North Carolina may or may not be a microcosm of the national Republican Party, but one thing is for sure, the disagreements between the two chambers in the North Carolina General Assembly are not confined to just the legislature. Now, Governor Pat McCrory and the Republican Party in the Tar Heel state are involved, and the presidential primary is at the heart of at least one of the feuds (for lack of a better term).The controversial presidential primary legislation that narrowly passed the House after a less contentious trip through the Senate last week has drawn the ire of both the governor and the North Carolina Republican Party. Neither is seemingly pleased with the rider added to HB 373 during conference committee stage that has opened the door to legislative caucuses creating campaign committees to raise money (thus circumventing the state parties). That raises the potential for a veto though Governor McCrory can allow the bill to become law without his signature as well. A veto would mean that North Carolina would not shift into a March 15 primary date and would end up non-compliant with Republican National Committee delegate selection rules (tethered to the South Carolina Republican primary).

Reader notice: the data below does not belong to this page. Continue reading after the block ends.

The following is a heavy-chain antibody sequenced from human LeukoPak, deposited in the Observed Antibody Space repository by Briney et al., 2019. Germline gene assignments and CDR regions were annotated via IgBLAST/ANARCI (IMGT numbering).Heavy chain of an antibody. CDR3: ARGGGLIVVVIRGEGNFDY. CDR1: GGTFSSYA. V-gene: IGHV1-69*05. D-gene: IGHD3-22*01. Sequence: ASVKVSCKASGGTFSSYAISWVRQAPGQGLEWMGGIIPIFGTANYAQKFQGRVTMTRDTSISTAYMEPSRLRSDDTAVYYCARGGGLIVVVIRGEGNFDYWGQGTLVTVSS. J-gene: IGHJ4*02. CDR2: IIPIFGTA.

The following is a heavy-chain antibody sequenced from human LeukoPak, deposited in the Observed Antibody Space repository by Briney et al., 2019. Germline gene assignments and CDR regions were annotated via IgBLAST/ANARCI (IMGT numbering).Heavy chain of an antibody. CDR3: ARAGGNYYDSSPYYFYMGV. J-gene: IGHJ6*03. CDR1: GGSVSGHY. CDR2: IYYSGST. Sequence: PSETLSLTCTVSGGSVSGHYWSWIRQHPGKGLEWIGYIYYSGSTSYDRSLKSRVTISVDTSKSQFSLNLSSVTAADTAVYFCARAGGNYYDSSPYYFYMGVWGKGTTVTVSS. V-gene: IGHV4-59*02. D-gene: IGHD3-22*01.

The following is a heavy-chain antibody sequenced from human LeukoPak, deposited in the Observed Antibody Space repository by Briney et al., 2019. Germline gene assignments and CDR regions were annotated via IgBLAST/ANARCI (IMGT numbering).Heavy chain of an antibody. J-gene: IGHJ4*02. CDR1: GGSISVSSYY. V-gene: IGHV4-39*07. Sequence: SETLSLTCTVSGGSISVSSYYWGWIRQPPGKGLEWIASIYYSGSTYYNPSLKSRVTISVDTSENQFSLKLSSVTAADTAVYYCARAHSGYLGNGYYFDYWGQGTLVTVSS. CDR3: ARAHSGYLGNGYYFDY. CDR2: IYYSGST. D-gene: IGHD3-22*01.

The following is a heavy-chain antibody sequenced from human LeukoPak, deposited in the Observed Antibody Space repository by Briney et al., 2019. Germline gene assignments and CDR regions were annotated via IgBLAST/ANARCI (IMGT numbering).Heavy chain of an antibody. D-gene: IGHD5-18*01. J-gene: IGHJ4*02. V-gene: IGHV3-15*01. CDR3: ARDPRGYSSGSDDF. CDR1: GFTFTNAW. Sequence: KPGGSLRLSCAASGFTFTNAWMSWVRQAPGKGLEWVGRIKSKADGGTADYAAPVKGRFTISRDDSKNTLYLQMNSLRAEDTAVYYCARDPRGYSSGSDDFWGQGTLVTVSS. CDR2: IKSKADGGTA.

… Well, now it appears there are some storm clouds. The bill, should it become law, does not provide cover to the state party because the only out is if there is a conflict with national party rules. If North Carolina had, by law, a winner-take-all, March 15 presidential primary, then that winner-take-all allocation would be compliant with the RNC rules. There is no national party violation there. Thus there would be no out for the North Carolina Republican Party under the presumed law. And unless the North Carolina Republican Party Executive Committee changed the wording of the party rules deferring to state statute, then it is stuck with a winner-take-all allocation.